10. #10
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    Sadly, I thing most work from home deals are (probably) scams.

  11. #11
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    Quote Originally Posted by publiusr View Post
    Sadly, I thing most work from home deals are (probably) scams.
    Your best bet for finding work from home is to find a call center and research if they have any of those work at home positions. They have an interview process which is very detailed. The hiring process is complicated by distance (if they hire by phone) and in many cases they want remote access to your computer and you are required to have an OS which is compliant with their needs. You will need to run a piece of software on your machine to make sure you virus free and able to install other software.

    One quirk of this is sometimes they need financial data you wouldn't normally wouldn't provide to an employer. It is small hint that you are going to receive company paid internet or phone service. Usually you sign the required tax forms for employment first, then get a package in the mail with all the obnoxious disclosure forms that are required for such things. Often, there is a way to decline these perks, which has another set of forms. If you hang out for a while, there may be a little extra money tacked on your paycheck for computer and phone servicing. It doesn't count as pay, it is more like car mileage. It is a token gesture more than anything else. It won't get you a new computer.

    Chances are they will tell you all of this up front, but not in any great detail. It isn't official until after a training period, which means you already have a paycheck in hand before they ask you to sign these other forms for internet and phone. It is cheaper to train then lose someone due to obnoxious paperwork than it is to hook someone up with free internet and phone then try to get your money back. That almost never works.
    Last edited by Solfe; 2017-Apr-07 at 10:57 PM.
    Solfe, Dominus Maris Pavos.

  12. #12
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    Postscript. I used to manage 350 work at home agents but never made manager's salary because there were no employees that reported directly to me. Hmmm. I can't believe I fell for that scam.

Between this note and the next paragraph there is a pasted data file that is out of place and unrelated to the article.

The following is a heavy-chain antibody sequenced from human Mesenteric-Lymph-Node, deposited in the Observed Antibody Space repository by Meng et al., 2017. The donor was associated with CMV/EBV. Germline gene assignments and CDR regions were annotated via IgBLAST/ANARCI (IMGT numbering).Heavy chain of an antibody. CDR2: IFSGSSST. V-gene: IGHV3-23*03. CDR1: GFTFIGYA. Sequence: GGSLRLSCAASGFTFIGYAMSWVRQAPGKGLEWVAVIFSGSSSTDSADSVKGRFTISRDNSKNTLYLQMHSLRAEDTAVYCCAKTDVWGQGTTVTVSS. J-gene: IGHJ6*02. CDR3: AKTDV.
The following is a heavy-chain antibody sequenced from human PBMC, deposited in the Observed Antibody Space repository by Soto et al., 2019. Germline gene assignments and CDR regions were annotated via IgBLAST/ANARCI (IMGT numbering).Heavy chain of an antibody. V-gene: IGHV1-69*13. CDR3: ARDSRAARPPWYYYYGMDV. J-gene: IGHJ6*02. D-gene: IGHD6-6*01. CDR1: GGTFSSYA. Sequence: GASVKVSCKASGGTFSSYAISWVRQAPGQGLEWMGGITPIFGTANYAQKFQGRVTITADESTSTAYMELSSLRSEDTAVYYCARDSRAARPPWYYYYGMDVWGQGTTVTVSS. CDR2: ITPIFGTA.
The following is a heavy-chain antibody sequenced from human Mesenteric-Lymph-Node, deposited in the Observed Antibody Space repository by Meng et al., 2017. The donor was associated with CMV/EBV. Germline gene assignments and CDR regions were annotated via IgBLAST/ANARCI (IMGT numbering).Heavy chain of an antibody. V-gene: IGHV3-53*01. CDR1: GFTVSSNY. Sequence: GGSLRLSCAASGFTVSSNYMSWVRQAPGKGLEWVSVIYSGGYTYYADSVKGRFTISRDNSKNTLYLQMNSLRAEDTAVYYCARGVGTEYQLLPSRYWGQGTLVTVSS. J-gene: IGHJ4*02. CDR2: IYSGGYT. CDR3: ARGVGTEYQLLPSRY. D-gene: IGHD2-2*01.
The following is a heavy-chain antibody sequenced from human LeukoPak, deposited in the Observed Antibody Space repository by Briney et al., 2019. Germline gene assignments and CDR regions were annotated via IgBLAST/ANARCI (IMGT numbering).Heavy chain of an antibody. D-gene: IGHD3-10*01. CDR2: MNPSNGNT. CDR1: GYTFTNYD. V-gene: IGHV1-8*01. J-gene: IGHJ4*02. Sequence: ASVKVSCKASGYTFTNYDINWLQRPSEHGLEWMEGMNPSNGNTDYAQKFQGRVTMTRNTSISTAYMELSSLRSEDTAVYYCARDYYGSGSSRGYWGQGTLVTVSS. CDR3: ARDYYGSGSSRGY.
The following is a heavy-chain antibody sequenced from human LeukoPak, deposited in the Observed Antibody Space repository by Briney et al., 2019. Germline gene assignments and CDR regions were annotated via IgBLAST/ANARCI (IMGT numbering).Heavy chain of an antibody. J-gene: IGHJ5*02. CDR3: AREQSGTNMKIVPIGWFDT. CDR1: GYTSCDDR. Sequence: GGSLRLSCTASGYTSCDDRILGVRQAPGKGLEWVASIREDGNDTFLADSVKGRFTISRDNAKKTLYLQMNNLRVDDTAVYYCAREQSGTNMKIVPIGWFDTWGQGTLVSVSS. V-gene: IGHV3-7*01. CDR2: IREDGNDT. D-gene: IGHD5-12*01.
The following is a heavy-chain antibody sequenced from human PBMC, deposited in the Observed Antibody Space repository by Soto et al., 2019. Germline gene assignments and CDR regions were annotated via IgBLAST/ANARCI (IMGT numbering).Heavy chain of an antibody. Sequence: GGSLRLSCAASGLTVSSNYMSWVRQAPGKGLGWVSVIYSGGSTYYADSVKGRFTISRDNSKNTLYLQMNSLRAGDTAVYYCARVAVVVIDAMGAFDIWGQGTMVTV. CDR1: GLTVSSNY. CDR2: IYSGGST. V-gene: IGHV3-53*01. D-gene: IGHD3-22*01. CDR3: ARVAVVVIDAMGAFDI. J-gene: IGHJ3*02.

Solfe, Dominus Maris Pavos.

  13. #13
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    Thanks for the suggestions..

  14. #14
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    Medical transcription. Some companies train, if she has little to no medical lingo experience (anatomy, combining forms, etc.).
    Dip me in ink and toss me to the Poets.

  15. #15
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    I'm pretty sure my doctor's office, which is part of a big hospital network, has people who work from home doing their phone scheduling. I have no idea how to find details, though.


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  16. #16
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    Quote Originally Posted by gzhpcu View Post
    My wife's son has just become father. His wife, 27 years old, worked in an insurance comoany as a consultant and then as a wealth management consultant for wealthy clients over the age of 60. She works with PCs, iPads, etc.

    She is fluent in German, Italian and English.

    She does not want to leave her son alone, so she wants to find a job she can do from home.

    She will ask the bank she currently works for, if this possible.

    If not, any ideas on how she could find something? Any international companies come to mind that might offer work from a virtual workplace at home?


    Thanks for any suggestions.
    I am in an almost similar situation however, she beats me hands down with speaking all this languages! Damn. I am sure she will find something. Best of luck. Let us know how it goes!

  17. #17
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    The best way perhaps is to have a dialogue with her current company, because if she is a personnel they'd want to keep, they'll definitely say yes. Or maybe compromise with the schedule? Perhaps she can report for work 2 times a week and the rest will be work from home. I hope everything will be sorted out.

  18. #18
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    Depending on the job most of it can probably be done from and the rest in the office.
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  19. #19
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    Well she is a wealth management consultant for the biggest bank in Switzerland. She will try talking to them. In the meantime, she and a girlfriend are considering a specialty food packaging service for special company events or marriage parties....

  20. #20
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    Quote Originally Posted by astrotimer View Post
    Depending on the job most of it can probably be done from and the rest in the office.
    Tell that to Robert E. Kelly. Wealth management involves providing a service to rich people, who may or may not be understanding if a child starts crying during a 'phonecall or video conference. Does the mother let the child cry or end the call? Neither is professional and does neither looks good to a client who will be paying for a professional service. In my experience, across several sectors, trying to combine working from home with childcare simply doesn't work.

  21. #21
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    When my previous employer closed the local office, they gave a handful of us chip designers the choice of relocating or working from home (as long as it worked out).

    Eventually, all the employees with small children chose relocation, even one with a stay-at-home spouse. Mixing work and little kids is harder than most people think.


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  22. #22